There is a reining show at state fair this weekend. I'm going to try to go on Sunday so that I can watch and maybe talk to some trainers. I think my biggest hurdle is going to be finding someone that will give me lessons on their horses since I don't have one to use.
I had an arab that I leased once that had the coolest spin. (no professional training, just what teenage me did). She spun probably to be naughty at first but it was so cool it became my favorite thing to do with her.
I can't wait to ride a finished reiner. I truthfully, have not ever ridden a finished WP horse. Mine is still green, although he's really got a lot of it down, he's got a huge way to go. I think a made horse might help me figure some of the things I'm lacking out.
I really hope the 2 places I'm interested in talking to are at the show this weekend.
This place is an hour from me: Cornerstone Horsemanship
This place I am really interested in, it is about an hour and a half: Rein Dance Performance Horses
My advice, find something already broke and that has some reining training on it. It'll be cheaper in the long run to buy as opposed to breeding, waiting, sending to a trainer, learning on the horse, and potentially screwing the horse up because of green+green. Know what I'm saying?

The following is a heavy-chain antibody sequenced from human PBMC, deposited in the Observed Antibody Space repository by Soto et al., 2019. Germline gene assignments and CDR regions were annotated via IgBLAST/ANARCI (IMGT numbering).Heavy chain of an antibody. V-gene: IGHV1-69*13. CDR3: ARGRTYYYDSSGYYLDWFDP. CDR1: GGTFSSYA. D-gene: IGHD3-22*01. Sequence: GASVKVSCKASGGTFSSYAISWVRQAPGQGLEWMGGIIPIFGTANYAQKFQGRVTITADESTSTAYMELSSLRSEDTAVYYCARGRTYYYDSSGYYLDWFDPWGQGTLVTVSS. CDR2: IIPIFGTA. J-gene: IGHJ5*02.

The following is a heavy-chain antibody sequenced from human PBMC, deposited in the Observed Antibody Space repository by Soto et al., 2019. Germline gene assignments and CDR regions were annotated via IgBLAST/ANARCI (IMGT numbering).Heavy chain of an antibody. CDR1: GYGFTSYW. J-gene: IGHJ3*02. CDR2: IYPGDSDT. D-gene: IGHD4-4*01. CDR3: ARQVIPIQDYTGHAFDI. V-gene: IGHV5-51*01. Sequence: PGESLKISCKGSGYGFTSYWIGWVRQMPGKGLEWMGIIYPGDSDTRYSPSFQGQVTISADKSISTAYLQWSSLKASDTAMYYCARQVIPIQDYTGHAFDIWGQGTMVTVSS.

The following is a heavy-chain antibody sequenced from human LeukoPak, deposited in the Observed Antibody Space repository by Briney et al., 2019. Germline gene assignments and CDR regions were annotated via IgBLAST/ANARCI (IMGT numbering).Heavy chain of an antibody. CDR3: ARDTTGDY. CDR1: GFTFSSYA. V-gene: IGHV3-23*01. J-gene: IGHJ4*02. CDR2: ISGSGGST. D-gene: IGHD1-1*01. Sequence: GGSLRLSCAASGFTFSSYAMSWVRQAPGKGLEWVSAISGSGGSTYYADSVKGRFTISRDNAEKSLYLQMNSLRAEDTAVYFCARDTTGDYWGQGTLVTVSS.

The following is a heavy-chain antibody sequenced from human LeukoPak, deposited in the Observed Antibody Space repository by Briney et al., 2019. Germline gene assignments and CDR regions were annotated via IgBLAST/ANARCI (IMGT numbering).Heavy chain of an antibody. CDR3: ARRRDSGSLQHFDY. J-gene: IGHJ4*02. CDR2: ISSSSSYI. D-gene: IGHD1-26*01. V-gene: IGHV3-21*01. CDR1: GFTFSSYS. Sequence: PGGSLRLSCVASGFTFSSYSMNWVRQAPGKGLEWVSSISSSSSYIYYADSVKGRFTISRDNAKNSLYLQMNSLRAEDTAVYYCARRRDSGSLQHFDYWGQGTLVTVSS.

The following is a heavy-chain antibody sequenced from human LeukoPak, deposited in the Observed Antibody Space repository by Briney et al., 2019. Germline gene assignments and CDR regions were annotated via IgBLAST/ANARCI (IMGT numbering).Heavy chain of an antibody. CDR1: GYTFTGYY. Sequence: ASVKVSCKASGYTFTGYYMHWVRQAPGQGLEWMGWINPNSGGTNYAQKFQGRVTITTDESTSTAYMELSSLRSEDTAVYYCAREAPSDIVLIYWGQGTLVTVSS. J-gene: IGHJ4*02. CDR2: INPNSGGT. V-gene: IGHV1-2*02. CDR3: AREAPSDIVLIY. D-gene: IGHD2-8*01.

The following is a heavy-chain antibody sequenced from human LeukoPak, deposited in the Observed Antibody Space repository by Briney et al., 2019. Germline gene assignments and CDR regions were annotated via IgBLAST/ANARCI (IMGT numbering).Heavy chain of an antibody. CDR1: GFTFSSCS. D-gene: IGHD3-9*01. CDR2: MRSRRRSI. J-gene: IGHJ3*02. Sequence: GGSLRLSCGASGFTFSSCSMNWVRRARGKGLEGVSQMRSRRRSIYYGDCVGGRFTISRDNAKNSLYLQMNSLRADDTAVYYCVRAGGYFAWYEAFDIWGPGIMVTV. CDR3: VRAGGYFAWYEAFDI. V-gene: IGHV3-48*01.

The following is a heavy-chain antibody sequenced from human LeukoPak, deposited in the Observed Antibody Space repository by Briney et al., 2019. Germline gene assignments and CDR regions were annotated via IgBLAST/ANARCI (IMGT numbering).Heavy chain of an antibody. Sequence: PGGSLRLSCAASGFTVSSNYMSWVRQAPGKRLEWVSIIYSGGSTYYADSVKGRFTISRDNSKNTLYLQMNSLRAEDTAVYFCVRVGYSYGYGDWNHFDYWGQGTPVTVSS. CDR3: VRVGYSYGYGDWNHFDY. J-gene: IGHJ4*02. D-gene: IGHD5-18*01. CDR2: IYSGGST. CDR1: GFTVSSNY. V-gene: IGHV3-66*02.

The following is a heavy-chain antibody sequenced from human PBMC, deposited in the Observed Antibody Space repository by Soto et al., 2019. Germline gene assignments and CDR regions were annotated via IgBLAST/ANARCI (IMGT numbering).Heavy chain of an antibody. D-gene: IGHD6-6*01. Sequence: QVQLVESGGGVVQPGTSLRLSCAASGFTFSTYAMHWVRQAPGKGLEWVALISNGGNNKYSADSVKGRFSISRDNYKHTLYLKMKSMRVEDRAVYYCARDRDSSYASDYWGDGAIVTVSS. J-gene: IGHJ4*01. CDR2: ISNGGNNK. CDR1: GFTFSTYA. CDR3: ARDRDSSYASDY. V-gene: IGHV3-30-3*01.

its going to be so much fun riding a reining horse! So why wait 4-5 years for it?
Find a well bred 2-3 year old that has the talent for reining. We all know breeding is a crap shoot and you just never know what your gonna get.
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There might even be trainers closer to you. The one lady (who never called me back) taught right out of her families backyard. She only took students on a limited basis (only had a few "lesson horse" aka their to old to seriously show horses). I would of never found her unless I asked around at the local tack store. Riding a finished reiner is an AMAZING FEELING! Plus its very helpful to learn the skills and what the proper skill feels like when done correctly. That, and if you ride a greenie you can really put some bad habits on them that are very hard to correct.
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I went to state fair and watched the rookie classes today. It was pretty neat and I feel better after watching. They were a lot more controlled then I expected, they did get pretty fast but not too bad. I''m sure the more advanced horses were flying around the ring but I left to watch the mounted shooting state finals after that.
I did talk to a trainer that's about an hour and a half away. He has lessons horses, he said he'll start me on slow then move me to medium and then fast. He also said that he wouldn't breed or buy a baby being new to the discipline. His advice was to find a been there done that horse. I'm open to that!
Even when its fast its not out of control like a barrel racers running home. I LOVE galloping my reining mare. She will run her heart out and the moment you say whoa or easy she slows up and goes back to walking like nothing even happened!